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Simple example: I want to have some items on a page (like divs or table rows), and I want to let the user click on them to select them. That seems easy enough in jQuery. To save which items a user clicks on with no server-side post backs, I was thinking a cookie would be a simple way to get this done.

  1. Is this assumption that a cookie is OK in this case, correct?
  2. If it is correct, does the jQuery API have some way to read/write cookie information that is nicer than the default JavaScript APIs?
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The default JavaScript "API" for setting a cookie is as easy as:

document.cookie = 'mycookie=valueOfCookie;expires=DateHere;path=/'

Use the jQuery cookie plugin like:

$.cookie('mycookie', 'valueOfCookie')
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Yeah, writing cookies is easy, but reading them is sort of a pain, since you have to split strings and stuff. If you're already using JQuery, then the cookie plugin could be nice...... An annoying thing about reading cookies is that some browsers remove the final semicolon and some don't.... nice to have someone else handle all that. – Peter Ajtai Jun 12 '10 at 21:24
Oh, and the JQuery cookie plugin is only 40 lines of JS... and you can edit it to your desire, so that you don't feel like you're entering the abstraction danger zone. – Peter Ajtai Jun 12 '10 at 21:36
Not related to jQuery as asked. Peter Ajtai comment shows why casademora ask for jQuery plugin instead of Javascript. – CallMeLaNN Sep 30 '10 at 3:02
Here's the up-to-date link for the people ending up at dead links or malfunctioning plugins.jquery.com site: github.com/carhartl/jquery-cookie – Wiebe Tijsma May 1 '12 at 14:01

You'll need the cookie plugin, which provides several additional signatures to the cookie function.

$.cookie('cookie_name', 'cookie_value') stores a transient cookie (only exists within this session's scope, while $.cookie('cookie_name', 'cookie_value', 'cookie_expiration") creates a cookie that will last across sessions - see http://www.stilbuero.de/2006/09/17/cookie-plugin-for-jquery/ for more information on the JQuery cookie plugin.

If you want to set cookies that are used for the entire site, you'll need to use JavaScript like this:

document.cookie = "name=value; expires=date; domain=domain; path=path; secure"
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appears that this link is dead as of this writing – Mark Schultheiss Nov 9 '12 at 16:16

A new jQuery plugin for cookie retrieval and manipulation with binding for forms, etc: http://plugins.jquery.com/project/cookies

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For anyone who reads the link too quickly, notice the 's' at the end of cookie to make this a different answer than the one by Alex Fort – Patrick Aug 13 '09 at 17:32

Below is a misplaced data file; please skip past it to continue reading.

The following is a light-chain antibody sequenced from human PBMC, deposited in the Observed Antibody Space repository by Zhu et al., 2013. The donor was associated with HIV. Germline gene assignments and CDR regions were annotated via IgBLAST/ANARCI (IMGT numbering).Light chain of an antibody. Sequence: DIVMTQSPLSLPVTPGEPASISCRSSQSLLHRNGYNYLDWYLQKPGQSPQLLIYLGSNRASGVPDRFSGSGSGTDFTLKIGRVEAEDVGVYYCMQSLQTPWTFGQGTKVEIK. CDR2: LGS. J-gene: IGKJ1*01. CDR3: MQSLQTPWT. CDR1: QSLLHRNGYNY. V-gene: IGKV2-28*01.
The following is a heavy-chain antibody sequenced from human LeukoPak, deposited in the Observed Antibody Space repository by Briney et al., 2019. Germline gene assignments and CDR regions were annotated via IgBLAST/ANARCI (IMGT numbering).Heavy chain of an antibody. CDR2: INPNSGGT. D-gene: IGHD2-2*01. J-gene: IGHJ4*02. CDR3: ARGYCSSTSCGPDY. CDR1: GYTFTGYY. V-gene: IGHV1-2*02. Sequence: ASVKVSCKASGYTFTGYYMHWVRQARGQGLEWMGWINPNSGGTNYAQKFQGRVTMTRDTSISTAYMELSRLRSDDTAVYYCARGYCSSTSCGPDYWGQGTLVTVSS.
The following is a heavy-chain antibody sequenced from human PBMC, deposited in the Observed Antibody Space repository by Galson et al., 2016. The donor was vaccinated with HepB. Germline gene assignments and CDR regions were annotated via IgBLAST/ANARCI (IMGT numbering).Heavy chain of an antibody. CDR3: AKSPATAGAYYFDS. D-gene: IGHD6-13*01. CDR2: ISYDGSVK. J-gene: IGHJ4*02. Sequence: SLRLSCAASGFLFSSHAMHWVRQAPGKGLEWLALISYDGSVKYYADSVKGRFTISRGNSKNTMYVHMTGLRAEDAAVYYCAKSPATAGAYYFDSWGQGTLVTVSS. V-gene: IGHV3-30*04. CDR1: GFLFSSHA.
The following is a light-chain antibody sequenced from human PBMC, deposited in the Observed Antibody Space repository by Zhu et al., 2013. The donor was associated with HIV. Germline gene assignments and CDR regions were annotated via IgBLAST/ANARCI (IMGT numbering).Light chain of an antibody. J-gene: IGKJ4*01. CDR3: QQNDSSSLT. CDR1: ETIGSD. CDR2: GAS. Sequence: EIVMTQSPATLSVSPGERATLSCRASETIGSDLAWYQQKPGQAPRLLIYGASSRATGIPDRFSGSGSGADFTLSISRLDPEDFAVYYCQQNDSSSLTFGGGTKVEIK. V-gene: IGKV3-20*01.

No longer a good link – cdeszaq Jun 24 '11 at 14:00
Here's a better link at the time of writing github.com/carhartl/jquery-cookie – Wiebe Tijsma May 1 '12 at 14:03
@Zidad that is not the same plugin as linked by Giver Of Cookies. The one he linked is now at code.google.com/p/cookies – JAAulde Jul 24 '12 at 18:58
@JAAulde Ah I didn't realize that. Because the link was dead :) Thanks! – Wiebe Tijsma Jul 31 '12 at 15:31

To answer your question, yes. The other have answered that part, but it also seems like you're asking if that's the best way to do it.

It would probably depend on what you are doing. Typically you would have a user click what items they want to buy (ordering for example). Then they would hit a buy or checkout button. Then the form would send off to a page and process the result. You could do all of that with a cookie but I would find it to be more difficult.

You may want to consider posting your second question in another topic.

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Take a look at the Cookie Plugin for jQuery.

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You can browse all the jQuery plugins tagged with "cookie" here:


Plenty of options there.

Check out the one called jQuery Storage, which takes advantage of HTML5's localStorage. If localStorage isn't available, it defaults to cookies. However, it doesn't allow you to set expiration.

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It seems the jQuery cookie plugin is not available for download. However, you can download the same jQuery cookie plugin with some improvements described in jQuery & Cookies (get/set/delete & a plugin).

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I also realize, the cookie plugin development stopped there since the first release and not sure whether it compatible with jQuery 1.4* – CallMeLaNN Sep 30 '10 at 3:03
The plugin is compatible with jQuery 1.4, since the extending syntax has not changed since then... – jQuery Lover Oct 3 '10 at 23:01

I have managed to write a script allowing the user to choose his/her language, using the cookie script from Klaus Hartl. It took me a few hours work, and I hope I can help others.

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